That Is My Dream!
by Hughes, Langston; Miyares, Daniel (ILT)






An uplifting picture book inspired by one of Hughes' most celebrated poems, "Dream Variation," features an African-American boy who escapes the harsh realities of segregation and prejudice by dreaming of a life filled with freedom, hope and wonderful possibilities.





Langston Hughes (1902-1967) is one of the most beloved and celebrated American poets of all time. He published his first poem "The Negro Speaks of Rivers" in The Crisis magazine in 1921. His first book of poems, The Weary Blues, which includes the poem "Dream Variation," was published by Knopf in 1926 when Hughes was only twenty-four years old. Hughes was an important leader of the Harlem Renaissance during the 1920s. During his lifetime, he was awarded a Guggenhiem Fellowship (1935), a Rosenwald Fellowship (1940), and an American Academy of Arts and Letters Grant (1947). In addition to poetry, Hughes wrote short stories, novels, memoirs, essays, and plays.
 
Daniel Miyares is the author and illustrator of Float, an ALA-ALSC Notable Children's Book of the Year, which The Boston Globe called, "a perfect wordless book;" Pardon Me!; and Bring Me a Rock! He also illustrated Surf's Up by Newbery Medalist Kwame Alexander. He lives in Kansas City, MO, with his wife and their two children. Visit him on the web at danielmiyares.com or on Twitter @danielmiyares.





Illustrator Miyares (Float, 2015) interprets Langston Hughes' poem "Dream Variation" using a visual narrative that ends on a hopeful note. In the first stanza, he depicts two families-one African American, the other white-experiencing their small southern town in the 1950s. Their encounters on the bus, walking through town, and at the drinking fountain are completely separate, and not necessarily equal. With the second verse, he imagines the same characters in a brighter, integrated world where the children soar aloft on birds, drink together from a stream, and spend a lazy afternoon under the shade of a tall tree. Miyares' gouache artwork depicts the early scenes using a muted palette, switching to more vivid hues in the second, idealized verse. Birds in flight appear frequently in the imagined landscape, mirroring the freedom the kids feel at being able to play together: "To fling my arms wide / In the face of the sun." This is a perfect introduction to the Harlem Renaissance poet, and Miyares' illustrations are sure to generate much thoughtful discussion. Copyright 2017 Booklist Reviews.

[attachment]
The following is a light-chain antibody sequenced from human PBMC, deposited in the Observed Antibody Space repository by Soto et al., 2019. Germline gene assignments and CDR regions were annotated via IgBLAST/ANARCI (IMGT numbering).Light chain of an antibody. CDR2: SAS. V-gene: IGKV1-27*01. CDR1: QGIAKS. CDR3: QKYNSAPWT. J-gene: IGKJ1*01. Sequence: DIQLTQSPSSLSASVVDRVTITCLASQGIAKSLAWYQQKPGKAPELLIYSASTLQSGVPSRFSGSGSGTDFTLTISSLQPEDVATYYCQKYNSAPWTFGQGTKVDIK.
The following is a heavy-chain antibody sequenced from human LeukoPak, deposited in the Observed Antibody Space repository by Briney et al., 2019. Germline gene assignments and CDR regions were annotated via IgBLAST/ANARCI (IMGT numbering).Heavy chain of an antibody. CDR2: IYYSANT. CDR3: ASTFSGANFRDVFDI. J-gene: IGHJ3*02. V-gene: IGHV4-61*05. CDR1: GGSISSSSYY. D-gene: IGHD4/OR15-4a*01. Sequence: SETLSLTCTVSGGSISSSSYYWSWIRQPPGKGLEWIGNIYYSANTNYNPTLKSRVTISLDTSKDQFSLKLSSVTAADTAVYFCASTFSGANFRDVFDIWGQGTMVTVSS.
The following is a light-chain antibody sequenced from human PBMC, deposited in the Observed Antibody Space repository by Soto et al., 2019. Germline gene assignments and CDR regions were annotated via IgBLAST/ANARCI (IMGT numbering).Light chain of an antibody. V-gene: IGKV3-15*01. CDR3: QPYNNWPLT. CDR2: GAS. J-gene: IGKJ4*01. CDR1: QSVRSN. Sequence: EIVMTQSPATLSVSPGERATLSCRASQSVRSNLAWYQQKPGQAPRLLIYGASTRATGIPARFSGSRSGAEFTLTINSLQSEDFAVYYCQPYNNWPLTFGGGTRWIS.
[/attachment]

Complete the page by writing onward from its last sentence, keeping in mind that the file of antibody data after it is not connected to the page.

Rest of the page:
A quietly powerful picture book that Hughes himself would have adored.Like Charles R. Smith's My People and E.B. Lewis' The Negro Speaks of Rivers, Miyares' rendition of Hughes' famous poem connects intimately with children's lives. In the illustrations alone, Miyares creates the story of a little suspenders-wearing African-American boy who travels to town in the back of the bus with his mother and sister, at the same time developing a mutual interest in a little white boy who rides in the front of the same bus with his mother and sister. The boys sneak glances at each other while on the bus, walking in town, and drinking from water fountains labeled "WHITES ONLY" and "COLORED ONLY." That evening, Dad joins the black family for a picnic. A brown sparrow lands on the boy's finger, prompting a turn in the realistic narrative. The line "That is my dream!" initiates the fantasy. As the sun sets, the two sets of siblings ride on colorful birds (sparrow, goldfinch, bluebird, and ca rdinal): "Dance! Whirl! Whirl!" together in the sky. Miyares' historically situated watercolor illustrations perfectly capture the tensions of racial segregation, contrasting them against the joy and peace that come from the freedom for all children to make friends who don't look like them. A must-read illustrated poem that breathes new life into Hughes' "Dream Variation." (Picture book. 5-8) Copyright Kirkus 2017 Kirkus/BPI Communications. All rights reserved.






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